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QUERIES ON MIDDLE-EASTERN SOURCES IN RECREATIONAL MATHEMATICS by David Singmaster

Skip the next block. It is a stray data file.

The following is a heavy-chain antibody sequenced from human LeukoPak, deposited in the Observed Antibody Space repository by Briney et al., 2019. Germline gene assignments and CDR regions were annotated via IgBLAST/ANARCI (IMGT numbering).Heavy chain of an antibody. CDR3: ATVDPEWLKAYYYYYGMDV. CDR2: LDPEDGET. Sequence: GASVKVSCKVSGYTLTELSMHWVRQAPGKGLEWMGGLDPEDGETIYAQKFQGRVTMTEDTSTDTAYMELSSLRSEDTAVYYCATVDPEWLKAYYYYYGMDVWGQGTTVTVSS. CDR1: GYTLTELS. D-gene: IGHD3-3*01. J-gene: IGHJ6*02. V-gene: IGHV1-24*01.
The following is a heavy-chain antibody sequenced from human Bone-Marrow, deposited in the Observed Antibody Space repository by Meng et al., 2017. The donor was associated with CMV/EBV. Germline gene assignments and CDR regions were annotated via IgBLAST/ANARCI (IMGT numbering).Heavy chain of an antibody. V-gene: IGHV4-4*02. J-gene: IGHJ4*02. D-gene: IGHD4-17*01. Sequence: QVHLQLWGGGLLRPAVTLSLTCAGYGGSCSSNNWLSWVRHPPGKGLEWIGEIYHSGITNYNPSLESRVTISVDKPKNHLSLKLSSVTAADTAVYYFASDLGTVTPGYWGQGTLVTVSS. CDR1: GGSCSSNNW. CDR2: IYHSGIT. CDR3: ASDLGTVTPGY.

Last amended on 4 agosto 1996. I am working on a history of recreational mathematics. I have found a number of topics which have Egyptian, Indian, Persian, Arabic or Turkish connections which I am gathering here for convenience in correspondence. Separate letters deal with Russian questions and with Oriental questions, i.e. China and Japan. Some questions relate to the whole of the Middle East, while others are more specific to parts of it. I give the general questions first. Many of these concern situations where problems are known from China (and/or India) and Europe, but there are no Indian and Arabic (or just Arabic) sources known to me. That is, the apparent transmission from the Orient has a gap in it. There are also problems which appear quite fully developed in Fibonacci or Alcuin which seem as though they must have some earlier appearances, probably in Arabic, though Byzantine sources are also possible. There are also a few cases where transmission seems to have gone from Europe to the Orient. It is possible that transmission may have taken place along the Silk Roads of Central Asia and consequently left no trace in the Indian and Arabic cultures. I would be most grateful to anyone who can shed light on such transmission. The recreational questions are discussed more fully in my Sources or the Queries thereto. I am currently working on the sevent preliminary edition of this. GENERAL MORRIS GAMES. The game known as Nine Men's Morris, Mill, Moule, Mhle, etc. is said to have been played at various places in the ancient world. A game board from -14C was found at Kurna, Egypt and boards from 1C occur at Mihintale, Ceylon. Are there other early examples? Are there any ancient written references? Murray's History of Chess mentions the Arabic game of qirq as (a kind of) morris and gives some 8C and 10C references. This becomes alquerque in Spain. RIVER CROSSING PROBLEMS. These are first known in Alcuin, 9C, but I wonder if he learned these from some Middle Eastern source. Marcia Ascher has described many African versions, but it is not clear if these are ancient. EULER CIRCUITS. Ascher has also described Euler Circuits in many cultures, but again we do not know if these are ancient. One pattern, of two crescents facing opposite directions but overlapping, is known as the 'Seal of Mahomet'. Does it occur in Arabic sources? THE EXPLORER'S OR JEEP PROBLEM. Alcuin is also the earliest known example of trying to cross a desert - the Explorer's or Jeep Problem. His version is not too clear and the problem does not seem to reappear until Pacioli (c1500) and then the 20C! Alcuin's problem involves camels and again I wonder if there was a Middle Eastern source. KNIGHT'S TOURS. The earliest known example is in an Sanskrit MS poem K_vy_lank_ra, by Rudrata, c900, described in Murray's A History of Chess. However, an Arabic MS of 1141 gives tours which may derive from lost works of al-`Adl_ (c850) or as-S_l_ (c920). Rudrata seems to be the only known early Indian source. Since chess originated in India, there ought to be more examples in early chess literature in India? Many problems based on the chessboard appear in the 19C, but in view of their naturalness, I wonder if some of these appear in earlier chess literature. TANGRAMS. These became a fad in China and Europe c1805 and the earliest appearance in the Far East appears to be early 18C in Japan, but with a different set of pieces. The only other early tangram-like puzzle seems to be the Loculus of Archimedes, known in the classical world from -3C to at least 6C. It has 14 pieces and is rather more complex than the Tangrams. Some of the Archimedes sources are two 17C Arabic MSS, so the Loculus may have been known to the Arabs and possibly they transmitted it to China?? PYTHAGOREAN PROBLEMS. Fibonacci gives a Pythagorean problem of locating a Well Between Two Towers which shall be equidistant from the tops of the towers. Most Pythagorean problems already appear in Babylonian, Chinese or Indian sources, but I haven't seen this one before Fibonacci. Also the Broken Bamboo problem appears in Chinese and Indian sources, but I feel it may appear in Babylonian or Greek sources. THE JOSEPHUS OR SURVIVOR PROBLEM. This has only a vague connection with Josephus, but may have its origins in the Roman custom of decimation. I have recently seen an article which claims an Irish origin of the problem, c800, and which gives early medieval forms called the Ludus Sanct Petri. It was certainly very popular in medieval and Renaissance Europe. Murray's History of Chess mentions 10 diagrams of this in an Arabic chess MS of c1370, possibly referring to a c1350 work. Murray asserts the problem is of Arabic origin. I have a reference to a 1659 Arabic version. Are there any other early Arabic sources? EGYPTIAN FRACTIONS. Is there any attempt to show that every fraction can be written as a sum of distinct unit fractions before Fibonacci? THE APPLE ORCHARD WITH THREE GUARDS PROBLEM involves a man taking apples from a garden and having to pay each of three guards something like half of his apples and half an apple more, leaving him with a given amount. An alternate version involves a travelling merchant who doubles his money and spends 1000 at each of three fairs, ending with no money. Both versions are common throughout medieval European mathematics and some occur in the Chiu Chang Suan Ching (c-150), in Sridhara (c900) and Bhaskara II (1150). An indeterminate form, usually known as the Monkey and Coconuts Problem, where we only know the final result (mod m), occurs in Mahavira (850) and then in Ozanam (1725) and reappears about 1900. Are there any Arabic or Persian versions of this problem? A different version has the i-th child receiving i plus 1/n of the remainder with all children getting the same amount. This appears in Fibonacci but it might be Arabic? HALF + THIRD + NINTH, ETC. A common version of this is called The 17 Camels. Originally this problem was solved by dividing the camels in the proportion 1/2 : 1/3 : 1/9 and the fact that the fractions did not add up to 1 was ignored. Such problems occur already in the Rhind Papyrus and in the Bakhshali MS and in Chaturveda. Tartaglia is claimed to be the earliest to borrow an 18th camel, but I can't find it there. The problem in this form is often claimed to be of Arabic or Hindu origin. CISTERN PROBLEMS. These go back to the Chiu Chang Suan Ching and Hero(n) of Alexandria. When do fanciful versions - e.g. ship with two sails or three animals eating a sheep - originate? Fibonacci gives the latter and the Byzantine Rechenbuch gives the former (with 5 sails), which Vogel states to be the earliest of this form. I have no earlier examples. However, the equivalent 'assembly' problems of the Chiu Chang Suan Ching also occur in Old Babylonian. EACH DOUBLES THE OTHER'S MONEY TO MAKE ALL EQUAL. A version appears in Diophantos, then the problem occurs in Mahavira and Fibonacci. Are there other early examples? SHARING COSTS. There are two common forms. The earlier involves men who work for part of the time and this occurs in Mahavira and Sridhara. The other concerns a man who digs part of a well - how much should he be paid? This occurs in al-Kazwini (1262) with several possible answers, but no resolution. Dell-Abbaco gives both forms with a resolution of a well problem. Are there other early examples? CASTING OUT NINES. This is often attributed to the Hindus, but I have some references to Greek special uses of it by St. Hippolytus (c200) and Iamblichus (c325) though I haven't seen either source. I have read that Avicenna's attribution of it to the Hindus is a dubious interpretation. It appears in al-Khw_rizm_ (c820) and al-Uql_dis_ (952/953) as well as in Aryabhata II's Mah_-siddh_nta THE CHESSBOARD PROBLEM. (which leads to 1 + 2 + 4 + 8 + ...) is often attributed to India, but my earliest sources are Arabic: al-Ya`q_b_ (c875) (described in Murray's History of Chess), al-Mas`_d_'s Meadows of Gold (943), which doesn't relate the series to the chessboard) and al-B_r_n_'s Chronology of Ancient Nations (1000). Murray cites a 9 or 10 C treatise on the problem by al-Missis_ - does this exist? Is there any Indian or Persian material of relevance? The use of 1, 2, 4, ... and 1, 3, 9, ... as weights occurs in Fibonacci but I feel there must be earlier examples. I have a reference to Al-tabari CHINESE RINGS. These are claimed to occur in Sung China (c11C) - but I have no references to such material. My first reference is Cardan (1550), but it must have been transmitted to Europe in some way. MAGIC SQUARES. The Indian and Arabic history of Magic Squares is quite confused. A. N. Singh (Proc. ICM, 1936, pp. 275-276) refers to a c1C order 4 square by N_g_rjuna, but I know nothing more about this. There are many Indian and Arabic references that I have not been able to find - indeed some apparently are not extant - but it would take too long to list them here. THE 100 FOWLS PROBLEM. appears in China c475 and recurs in Chinese works over the next centuries. In the 9C, it appears as a well developed problem in Alcuin (c800?), Mahavira (850) and Abu Kamil (c900). This is a remarkably rapid transmission. Abu Kamil implies the problem was well known. His comments and the rapidity of transmission lead me to wonder if there are earlier examples. The problem appears in the Bakhshali MS which may have been early enough to show transmission across north India?? SELLING DIFFERENT AMOUNTS AT THE SAME PRICES TO YIELD THE SAME AMOUNT appears in one form in Mahavira, Sridhara and Bhaskara. A simpler form occurs in Fibonacci and later European books. Are there any Arabic versions or other Indian ones? CONJUNCTION OF PLANETS. This is a variant of the Chinese Remainder Theorem which appears in China and India. Are there any Arabic forms? THE BLIND ABBESS AND HER NUNS. This occurs in an Arabic MS on chess in c1370. I then have Pacioli (c1500) and van Etten (1653 ed.). Are there other Arabic or medieval forms? DILUTION PROBLEMS. A one stage version is in the Rhind Papyrus and a four stage version is in the Bakhshali MS. My next example is Tartaglia. THE APPLESELLER'S PROBLEM, involving combining amounts and prices incorrectly, appears in Alcuin (9C) and Ibn Ezra (c1150), then Fibonacci, etc. Are there Arabic versions? THE LAZY WORKER, who gains for each day he works and forfeits for days he doesn't work, appears in al-Karkhi (c1010) and Fibonacci, etc. Are there other Arabic or perhaps Greek sources? LIAR PARADOX. Do the Liar or similar paradoxes occur in Arabic or Indian works? THREE MEN WITH SPOTS ON FOREHEADS. This problem appears in the US, c1935, attributed to Alonzo Church. A book on Palestinian stories says it was a well known folk story when it was heard before 1948, though the solution was based on symmetry rather than logic. The version known as Forty Unfaithful Wives has a Central Asian setting but may be a 20C invention. STRANGE FAMILIES - e.g. men marrying each other's sister or daughter - occur in Alcuin, Abbott Albert and a c1430 Hebrew text. Are there earlier versions? SNAIL CLIMBING OUT OF A WELL. This seems to derive from the habit of expressing velocity by unit fractions - e.g. the snail goes at a rate of +1/2 -1/3. Such problems occur in Chaturveda, Mahavira, Sridhara and Fibonacci. But in Europe of c1370, the idea that the 1/2 was in the day and the 1/3 was in the night was being treated carefully. Are there earlier examples where the rates are treated alternately? SOLOMON'S SEAL. I have recently seen the string and bead puzzle known as Solomon's Seal claimed as an African puzzle, but with no reference. Can anyone supply details? WIRE PUZZLES first seem to appear in the West in the late 19C. They were and are popular in India and China, but I don't know any early sources except for the Chinese Rings. PUZZLE RINGS are believed to be Middle Eastern in origin. Are there any sources? There is a 17C example in the British Museum. INDIA I have had difficulty in communicating with the National Institute of Sciences, New Delhi. They haven't responded to my letters - do they exist? I wanted to get the bibliography by Sen from them. This may have been obsoleted by Rahman's Bibliography, published by the Indian National Science Academy in New Delhi. I have recently received a copy of Rahman. I'd like to get second-hand copies or reprints of the following: Colebrooke, H, T. Algebra, with Arithmetic and Mensuration from the Sanscrit of Brahmagupta and Bhascara. (Originally Murray, London, 1817.) Annotated by H. C. Banerji, Calcutta, 1893 & 1927; Kitab Mahal, Allahabad, 1967. (I have a reprint of the original ed. I would like a copy of the annotated ed.) Kaye, G. R. The Bakhshali Manuscript - A Study in Medieval Mathematics. Archaeological Survey of India - New Imperial Series 43:1, 1927. (Part 1 is the item of main interest, but parts 2 and 3 are of some interest.) Kaye, G. R. Indian Mathematics. Thacker & Spink, Calcutta, 1925. Mahavira. The Ganita-Sara-Sangraha of Mahaviracarya. Translated by M. Rangacarya. Government Printing Press, Madras, 1912. Aryabhata II, Maha-Siddhanta. Is there an English version? Does it have anything of interest to me? Bhaskara I, Aryabhatiyabhasya. Same questions as for the last item. Narayana, Ganita-Kaumudi. Same questions. Satya Prakash. He translated two of the Sulbasutras, published at New Delhi in 1968. Are these available? Bag cites a Manava Srautasutra belonging to the Maitrayani Samhita, edited by Van Gelder. I haven't been able to find this - is it of any interest to me? I have recently bought some modern puzzle books by Shakuntala Devi and a book of every day science puzzles. I found these interesting because they had quite different collections of problems than English and American books, so I would be interested in copies of similar Indian books. There may also exist reprints of older English works which would interest me. I am also interested in books on Ramanujan - e.g. S. R. Ranganathan; Ramanujan: The Man and the Mathematician - and in works by J. N. Kapur - e.g. The Fascinating World of Mathematics; S. Chand, 1970 and The Nature of Mathematics and Thoughts on Mathematical Education; Atma Ram & Sons, Delhi, 1973. CROSSED LADDERS. Bhaskara gives an easy problem with crossed ladders in a street. Are there any similar problems in Hindu or Arabic literature? MAGIC SQUARES. Bharava Tantra & Siva Tandava Tantra. Dvivedi, Intro. to Narayana's Ganita Kaumudi, cites these as early sources for Magic Squares, but I cannot find out anything about them. Varahamihira, Pancasiddhantika - Bag implies this says something about Magic Squares, but I looked through the English edition by Neugebauer and Pingree and couldn't find anything?? MEMORY WHEELS = CHAIN CODES. The 'Memory Wheel' ya m t r ja bh na sa la gm gives all the sequences of three short or long syllables. It is supposed to have been used as a mnemonic by Sanskrit poets and musicians, c1000. Can anyone give some references? ARABIC LATIN SQUARES. Ahrens discusses and cites early examples from medieval Islamic times, c1200, when they were used on amulets. Are there other sources, discussions, examples, etc.? TESSELLATIONS. In view of the Arabic emphasis on geometric design, was there any work on the Archimedean or other Tessellations of the Plane? THE PROBLEM OF THE PANDECTS is the problem of two persons sharing unequal resources with a third person. This is sometimes phrased as though it was a Roman problem, but my earliest sources are Fibonacci (1202) and al- Kazwini (1262). Are there any early Arabic sources? PERSIAN DEAD DOGS AND TRICK PONIES. There is a pattern of overlapping bodies and heads so that the same head can be viewed as part of several bodies. Examples are known from medieval Persia (Rza Abbasi, (1587-1628)) and Edo period Japan (17C - 19C). There are said to be other examples from India and/or China. I would like to know of early examples. David Singmaster